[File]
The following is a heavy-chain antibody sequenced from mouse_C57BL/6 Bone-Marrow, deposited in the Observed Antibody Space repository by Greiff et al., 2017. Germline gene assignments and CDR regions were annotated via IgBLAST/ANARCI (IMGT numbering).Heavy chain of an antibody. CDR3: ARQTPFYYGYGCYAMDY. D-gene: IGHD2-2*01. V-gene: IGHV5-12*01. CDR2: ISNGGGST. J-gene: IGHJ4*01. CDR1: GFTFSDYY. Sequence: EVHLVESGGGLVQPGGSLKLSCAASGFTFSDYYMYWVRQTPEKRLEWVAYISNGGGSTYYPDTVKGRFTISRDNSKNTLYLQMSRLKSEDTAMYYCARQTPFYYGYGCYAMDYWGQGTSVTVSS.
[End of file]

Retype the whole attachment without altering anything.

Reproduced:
The following is a heavy-chain antibody sequenced from mouse_C57BL/6 Bone-Marrow, deposited in the Observed Antibody Space repository by Greiff et al., 2017. Germline gene assignments and CDR regions were annotated via IgBLAST/ANARCI (IMGT numbering).Heavy chain of an antibody. CDR3: ARQTPFYYGYGCYAMDY. D-gene: IGHD2-2*01. V-gene: IGHV5-12*01. CDR2: ISNGGGST. J-gene: IGHJ4*01. CDR1: GFTFSDYY. Sequence: EVHLVESGGGLVQPGGSLKLSCAASGFTFSDYYMYWVRQTPEKRLEWVAYISNGGGSTYYPDTVKGRFTISRDNSKNTLYLQMSRLKSEDTAMYYCARQTPFYYGYGCYAMDYWGQGTSVTVSS.